Next-Generation SiC/GaN Three-Phase Variable Speed Drive PWM Inverter Concepts
Johann W. Kolar, Michael Antivachis, Mattia Guacci and Dominik Bortis
Next-generation variable speed drive (VSD) systems should feature high power density, not require shielded motor cables, offer high input and/or output voltage/motor speed range, ensure low motor power losses and/or applicability of conventional low-cost motor technology, and prevent dv/dt-related motor insulation stresses and bearing currents, as well as reflections on long motor cables.
This Tutorial will first discuss state-of-the-art VSD systems, define future requirements and highlight challenges originating from employing latest ultra‐fast switching wide-bandgap (WBG) power semiconductors (GaN and SiC), which are a main enabling technology for further improving VSD performance. Next, different inverter output filter structures providing a continuous motor voltage waveform and/or preventing PWM-related effects, as well as the filter design procedure and control, will be presented. Furthermore, examples of recently introduced commercial WBG VSD systems with output filter will be described.
Next, advanced PWM inverter bridge-leg topologies, e.g. a quasi-two-level operated five-level flying capacitor approach, will be discussed and new voltage DC-link and current DC‐link inverter topologies featuring buck‐boost functionality and a continuous sinusoidal output voltage will be presented, including experimental results of ultra‐compact hardware demonstrators.
Final considerations will be on the fast and highly accurate experimental evaluation of SiC/GaN power semiconductors, ceramic filter capacitors and filter inductor magnetic core materials, as required for the design of next-generation very high switching frequency and highly compact WBG inverter systems. Furthermore, the advantages and challenges of a physical integration of motor and inverter will be highlighted and topics of current research on advanced VSD systems at the Power Electronic Systems Laboratory of ETH Zurich will be presented.
Johann W. Kolar (kolar
@lem.ee.ethz.ch) is a Fellow of the IEEE and has received his PhD degree (summa cum laude) from the Vienna University of Technology, Austria. He is currently a Full Professor and the Head of the Power Electronic Systems Laboratory at the Swiss Federal Institute of Technology (ETH) Zurich. He has proposed numerous novel PWM converter topologies, modulation and control concepts and has supervised 70+ Ph.D. students. He has published 880+ scientific papers in international journals and conference proceedings and has filed 190+ patents. He received numerous awards, incl. 29 IEEE Transactions and Conference Prize Paper Awards, the 2016 IEEE William E. Newell Power Electronics Award, and 2 ETH Zurich Golden Owl Awards for excellence in teaching. The focus of his current research is on ultra-compact / ultra-efficient SiC and GaN converter systems, solidstate transformers, advanced three-phase inverter concepts for variable speed motor drives, ultra-high speed and bearingless motors / actuators, and design automation in power electronics/mechatronics.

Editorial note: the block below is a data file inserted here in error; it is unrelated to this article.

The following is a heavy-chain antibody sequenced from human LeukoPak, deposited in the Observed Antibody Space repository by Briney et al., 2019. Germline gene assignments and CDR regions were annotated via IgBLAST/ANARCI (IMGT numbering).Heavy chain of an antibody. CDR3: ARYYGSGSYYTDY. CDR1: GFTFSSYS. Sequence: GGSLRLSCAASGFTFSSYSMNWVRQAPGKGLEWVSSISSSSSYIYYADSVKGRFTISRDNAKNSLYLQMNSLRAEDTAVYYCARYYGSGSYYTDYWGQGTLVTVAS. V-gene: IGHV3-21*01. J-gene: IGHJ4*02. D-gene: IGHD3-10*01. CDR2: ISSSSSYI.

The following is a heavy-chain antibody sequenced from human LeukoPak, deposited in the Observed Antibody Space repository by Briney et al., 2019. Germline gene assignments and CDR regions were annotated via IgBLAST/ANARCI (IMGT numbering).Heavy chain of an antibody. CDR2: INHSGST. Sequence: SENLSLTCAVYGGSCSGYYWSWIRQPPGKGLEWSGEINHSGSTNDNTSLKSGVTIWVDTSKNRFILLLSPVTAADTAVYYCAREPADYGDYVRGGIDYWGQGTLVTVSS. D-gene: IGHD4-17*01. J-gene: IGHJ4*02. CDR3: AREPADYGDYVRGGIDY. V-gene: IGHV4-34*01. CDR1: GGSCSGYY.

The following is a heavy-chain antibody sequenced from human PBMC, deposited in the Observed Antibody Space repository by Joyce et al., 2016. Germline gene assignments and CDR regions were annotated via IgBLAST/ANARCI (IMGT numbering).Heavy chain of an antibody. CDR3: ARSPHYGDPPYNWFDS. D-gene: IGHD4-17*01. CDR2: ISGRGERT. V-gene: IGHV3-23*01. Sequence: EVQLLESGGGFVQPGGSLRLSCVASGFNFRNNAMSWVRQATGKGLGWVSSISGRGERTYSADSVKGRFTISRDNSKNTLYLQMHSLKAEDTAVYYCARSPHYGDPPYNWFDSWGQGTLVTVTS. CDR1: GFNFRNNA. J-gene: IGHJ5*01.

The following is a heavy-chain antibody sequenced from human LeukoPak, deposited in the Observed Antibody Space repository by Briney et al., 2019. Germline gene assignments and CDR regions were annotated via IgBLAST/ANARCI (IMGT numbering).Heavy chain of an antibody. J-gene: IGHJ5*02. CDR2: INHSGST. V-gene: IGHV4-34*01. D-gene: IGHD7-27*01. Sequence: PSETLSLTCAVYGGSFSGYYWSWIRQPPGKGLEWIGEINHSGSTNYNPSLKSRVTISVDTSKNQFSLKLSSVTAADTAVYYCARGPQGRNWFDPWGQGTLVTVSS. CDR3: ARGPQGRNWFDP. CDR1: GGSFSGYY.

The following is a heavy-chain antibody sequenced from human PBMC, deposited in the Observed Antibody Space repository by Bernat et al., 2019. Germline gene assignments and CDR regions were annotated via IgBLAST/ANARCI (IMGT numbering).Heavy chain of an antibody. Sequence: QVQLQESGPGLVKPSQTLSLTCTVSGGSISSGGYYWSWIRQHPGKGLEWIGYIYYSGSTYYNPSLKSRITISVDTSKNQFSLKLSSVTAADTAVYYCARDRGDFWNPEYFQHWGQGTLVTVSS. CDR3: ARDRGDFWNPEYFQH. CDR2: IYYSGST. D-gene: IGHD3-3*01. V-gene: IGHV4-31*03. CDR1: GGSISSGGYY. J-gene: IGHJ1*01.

Michael Antivachis (firstname.lastname@example.org) received the B.Sc. degree in electrical engineering from National Technical University of Athens (NTUA) in 2014 and the M.Sc. degree in energy science and technology from ETH Zürich in 2016. Since June 2016 he is with the Power Electronic Systems Laboratory of ETH Zurich as a Ph.D. candidate. His research interests include high-speed motor drive systems for commercial applications, efficient inverters topologies in a small form factor employing wide-bandgap power devices and low EMI emission profile converters.
Mattia Guacci (email@example.com) studied Electronic Engineering at the University of Udine, Italy where in July 2013 and in October 2015 he received his B.Sc. summa cum laude and his M.Sc. summa cum laude, respectively. In 2014 he was with Metasystems SpA in Reggio nell’Emilia, Italy working on onboard battery chargers for electric vehicles. In November 2015 he joined the Power Electronic Systems Laboratory (PES) at ETH Zurich as a scientific assistant investigating innovative inverter topologies. In September 2016 he started his Ph.D. at PES focusing on advanced power electronics concepts for future aircraft and electric vehicle applications.
Dominik Bortis(firstname.lastname@example.org) received the M.Sc. degree in electrical engineering and the Ph.D. degree from the Swiss Federal Institute of Technology (ETH) Zurich, Switzerland, in 2005 and 2008, respectively. In May 2005, he joined the Power Electronic Systems Laboratory (PES), ETH Zurich, as a Ph.D. student. From 2008 to 2011, he has been a Postdoctoral Fellow and from 2011 to 2016 a Research Associate with PES, co-supervising Ph.D. students and leading industry research projects. Since January 2016 Dr. Bortis is heading the newly established research group Advanced Mechatronic Systems at PES.